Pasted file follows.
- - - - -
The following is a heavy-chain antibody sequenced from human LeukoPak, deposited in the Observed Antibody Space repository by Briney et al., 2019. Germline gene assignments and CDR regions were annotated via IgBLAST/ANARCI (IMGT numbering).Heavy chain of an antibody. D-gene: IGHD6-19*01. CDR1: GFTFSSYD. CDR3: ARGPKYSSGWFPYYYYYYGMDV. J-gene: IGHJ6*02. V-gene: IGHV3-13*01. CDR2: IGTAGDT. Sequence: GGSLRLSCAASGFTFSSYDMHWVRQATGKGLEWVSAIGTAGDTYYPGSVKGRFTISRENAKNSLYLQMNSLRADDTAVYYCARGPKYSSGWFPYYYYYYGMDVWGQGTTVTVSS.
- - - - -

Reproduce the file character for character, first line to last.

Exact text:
The following is a heavy-chain antibody sequenced from human LeukoPak, deposited in the Observed Antibody Space repository by Briney et al., 2019. Germline gene assignments and CDR regions were annotated via IgBLAST/ANARCI (IMGT numbering).Heavy chain of an antibody. D-gene: IGHD6-19*01. CDR1: GFTFSSYD. CDR3: ARGPKYSSGWFPYYYYYYGMDV. J-gene: IGHJ6*02. V-gene: IGHV3-13*01. CDR2: IGTAGDT. Sequence: GGSLRLSCAASGFTFSSYDMHWVRQATGKGLEWVSAIGTAGDTYYPGSVKGRFTISRENAKNSLYLQMNSLRADDTAVYYCARGPKYSSGWFPYYYYYYGMDVWGQGTTVTVSS.